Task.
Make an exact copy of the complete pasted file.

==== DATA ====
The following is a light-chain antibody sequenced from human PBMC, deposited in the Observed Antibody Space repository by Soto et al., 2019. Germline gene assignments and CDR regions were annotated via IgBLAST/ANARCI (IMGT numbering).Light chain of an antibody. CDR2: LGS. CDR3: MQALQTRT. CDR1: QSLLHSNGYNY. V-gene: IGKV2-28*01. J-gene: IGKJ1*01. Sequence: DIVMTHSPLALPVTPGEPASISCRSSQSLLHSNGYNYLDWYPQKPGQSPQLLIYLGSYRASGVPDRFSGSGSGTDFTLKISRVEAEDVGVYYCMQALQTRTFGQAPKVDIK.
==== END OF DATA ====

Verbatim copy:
The following is a light-chain antibody sequenced from human PBMC, deposited in the Observed Antibody Space repository by Soto et al., 2019. Germline gene assignments and CDR regions were annotated via IgBLAST/ANARCI (IMGT numbering).Light chain of an antibody. CDR2: LGS. CDR3: MQALQTRT. CDR1: QSLLHSNGYNY. V-gene: IGKV2-28*01. J-gene: IGKJ1*01. Sequence: DIVMTHSPLALPVTPGEPASISCRSSQSLLHSNGYNYLDWYPQKPGQSPQLLIYLGSYRASGVPDRFSGSGSGTDFTLKISRVEAEDVGVYYCMQALQTRTFGQAPKVDIK.